Sid the Sasquatch

Sid the Sasquatch

Children - Picture Book
36 Pages
Reviewed on 08/21/2016
Buy on Amazon

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Author Biography

Wendy Elliott was born and raised in the suburbs of Kansas City, Missouri. She discovered that she loved writing at a very early age, writing her first story at age seven. Along with writing storybooks, she is an avid writer of poetry. She has received many accolades from fellow poets worldwide, has had several of her poems published in anthologies, and remains active in poetry communities online. She is also a Sasquatch enthusiast who likes to keep up with the latest research in her spare time. Aside from her hobbies, she enjoys spending time with her husband and their beloved children and also works hard as an accountant. Sid is a character she started writing about in early 2007. After years of keeping him tucked away in her computer, she decided it was time to share him with the world.
Sid the Sasquatch is the first of a number of books to come from this new up-and-coming author. Stay tuned!

    Book Review

Reviewed by Ruffina Oserio for Readers' Favorite

Sid the Sasquatch by Wendy Elliott is a beautiful, inspiring, and poetic story about friendship, love, and acceptance, a story that every child in this generation should read. Growing up, Sid was taught by his mother to stay away from humans, so no wonder that his kind only goes out at night when humans are asleep. But the little Sasquatch with a broad smile and an exuberant nature is destined to meet humans and this happens in a very curious way. He is walking fast one day when:
“He falls to the ground, hitting hard with a smack,
Then looks up to see a young boy staring back.”

Ollie couldn’t help but offer his hand to help Sid up, and thus the friendship that “begins with a swing” mirrors the beautiful world of children; easy to connect, ready to share, and enthusiastic about meeting new friends. It is only the beginning of an enjoyable adventure.

Wendy Elliott’s book is wonderful and it paints a beautiful world for kids. I read this book with my five-year-old son, and he now talks about Sid and Ollie as if they lived next door. He was amazed by the pictures. Now he’s learned that it is rewarding to include the stranger, to reach out to others in friendship, and to share one’s joy. The illustrations are very appealing, and the poetry rings through the ears like soothing music. At a time when there is a lot of racism, prejudices against other races, and exclusion of minorities, our kids need to rediscover the beauty of friendship and service, and Sid the Sasquatch is one of the great tools they’d need. An inspiring story about friendship and acceptance.

Sefina Hawke

Sid the Sasquatch by Wendy Elliott is a fairy tale picture pop up children’s book that will appeal to young readers from preschool through first grade. The story follows a Sasquatch named Sid as he wishes to do more than watch human children from the shadows and hide away. A simple accident leads to Sasquatch Sid meeting human Ollie. The two boys are both from different species and both have very different skills, personalities, and families, yet together they learn to appreciate their differences and become fast friends.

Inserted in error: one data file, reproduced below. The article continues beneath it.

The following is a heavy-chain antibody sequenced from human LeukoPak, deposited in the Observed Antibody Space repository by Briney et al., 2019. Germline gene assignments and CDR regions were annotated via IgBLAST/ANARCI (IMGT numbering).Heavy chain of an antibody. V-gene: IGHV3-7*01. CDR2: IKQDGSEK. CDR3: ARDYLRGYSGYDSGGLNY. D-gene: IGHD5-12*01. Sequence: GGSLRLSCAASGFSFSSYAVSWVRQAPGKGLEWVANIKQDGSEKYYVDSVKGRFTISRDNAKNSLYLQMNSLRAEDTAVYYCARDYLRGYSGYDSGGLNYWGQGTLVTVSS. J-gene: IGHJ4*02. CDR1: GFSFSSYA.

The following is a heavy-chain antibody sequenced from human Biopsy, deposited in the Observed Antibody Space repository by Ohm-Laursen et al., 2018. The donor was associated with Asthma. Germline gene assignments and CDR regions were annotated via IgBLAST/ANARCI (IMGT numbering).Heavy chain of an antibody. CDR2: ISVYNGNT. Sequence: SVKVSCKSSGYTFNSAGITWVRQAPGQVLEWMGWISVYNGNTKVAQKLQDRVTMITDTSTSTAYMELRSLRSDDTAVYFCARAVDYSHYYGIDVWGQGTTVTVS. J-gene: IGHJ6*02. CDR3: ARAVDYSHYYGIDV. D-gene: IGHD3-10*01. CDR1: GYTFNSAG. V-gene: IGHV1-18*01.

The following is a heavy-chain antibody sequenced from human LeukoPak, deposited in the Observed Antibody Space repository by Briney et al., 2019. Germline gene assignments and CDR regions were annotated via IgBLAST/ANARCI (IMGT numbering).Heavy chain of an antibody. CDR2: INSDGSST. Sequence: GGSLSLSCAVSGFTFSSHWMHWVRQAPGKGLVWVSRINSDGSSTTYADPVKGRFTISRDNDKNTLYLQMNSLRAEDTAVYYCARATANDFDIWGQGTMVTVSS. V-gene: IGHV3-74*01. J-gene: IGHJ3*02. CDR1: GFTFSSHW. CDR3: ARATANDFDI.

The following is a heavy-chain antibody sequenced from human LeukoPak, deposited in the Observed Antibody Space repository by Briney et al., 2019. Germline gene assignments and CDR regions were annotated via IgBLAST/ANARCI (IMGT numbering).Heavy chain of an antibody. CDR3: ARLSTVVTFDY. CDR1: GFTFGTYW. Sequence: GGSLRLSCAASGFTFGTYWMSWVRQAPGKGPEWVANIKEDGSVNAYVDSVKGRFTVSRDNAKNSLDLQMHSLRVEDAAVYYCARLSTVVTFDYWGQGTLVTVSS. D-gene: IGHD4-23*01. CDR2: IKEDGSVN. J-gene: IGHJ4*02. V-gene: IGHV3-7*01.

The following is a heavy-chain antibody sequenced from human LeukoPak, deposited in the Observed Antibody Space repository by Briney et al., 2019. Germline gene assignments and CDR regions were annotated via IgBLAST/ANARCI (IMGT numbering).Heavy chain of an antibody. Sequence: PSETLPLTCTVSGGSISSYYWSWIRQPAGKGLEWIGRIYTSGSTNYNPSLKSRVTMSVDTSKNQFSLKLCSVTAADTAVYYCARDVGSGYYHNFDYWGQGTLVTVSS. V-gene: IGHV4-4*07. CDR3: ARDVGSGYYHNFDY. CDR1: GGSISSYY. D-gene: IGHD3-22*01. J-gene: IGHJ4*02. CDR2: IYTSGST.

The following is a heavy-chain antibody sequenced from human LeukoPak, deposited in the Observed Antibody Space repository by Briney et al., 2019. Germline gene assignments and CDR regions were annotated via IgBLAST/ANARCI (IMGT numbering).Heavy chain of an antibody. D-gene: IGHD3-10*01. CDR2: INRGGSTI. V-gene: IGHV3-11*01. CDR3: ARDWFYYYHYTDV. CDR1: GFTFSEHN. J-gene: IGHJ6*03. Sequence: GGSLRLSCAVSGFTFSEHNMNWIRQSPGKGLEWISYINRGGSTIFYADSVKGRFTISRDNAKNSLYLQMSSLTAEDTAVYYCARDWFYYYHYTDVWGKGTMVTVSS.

Sid the Sasquatch by Wendy Elliott has beautiful illustrations of Sasquatch Sid, the Sasquatch family, and the two boys playing together. The illustrations are what really make the book worth reading for young children. The writing is kept both brief and interesting with only a few lines of text on each page. This style of narrative is often appealing to younger children as it prevents them from becoming overwhelmed with a lot of words all at once.

Sid the Sasquatch teaches children that everyone is different and that our differences are what make us special. The book also encourages children to be friends with people who are different from them and to show kindness. Sid the Sasquatch by Wendy Elliott is a well written children’s book, though young children may need help with sounding out some of the words.

Tiffany Davis

Sid the Sasquatch, written by Wendy Elliott and illustrated by Joseph Cowman, is a children's story that helps to teach young readers that although we may look different on the outside, on the inside we are all the same. Sid is a Sasquatch and, being curious, he likes to wander around town, unlike his family that tends to stay hidden and out of sight. One day, during a walk in the woods, Sid trips and falls ... and meets his new friend, Ollie, who happens to be a human. During their interaction, Sid remembers his mom saying to always stay away from humans, but he doesn't listen and starts to play with his new found friend. The two young boys hit it off immediately, but bond over baseball. The two friends admire different things about one another and how they can both do such different things.

Throughout the short story, the boys teach each other different skills and this made me smile as I read along. Having a small child of my own, I feel Wendy Elliott did a great job writing this story for young children because it teaches about accepting the differences between people. The way the story was written was excellent because it was short and to the point, and allowed the reader the opportunity to accept the differences between Sid and Ollie without any big words or explanations. This short story is definitely a five star read because of the simplicity of the story and how the parent can stop and explain to their child that differences amongst people are okay.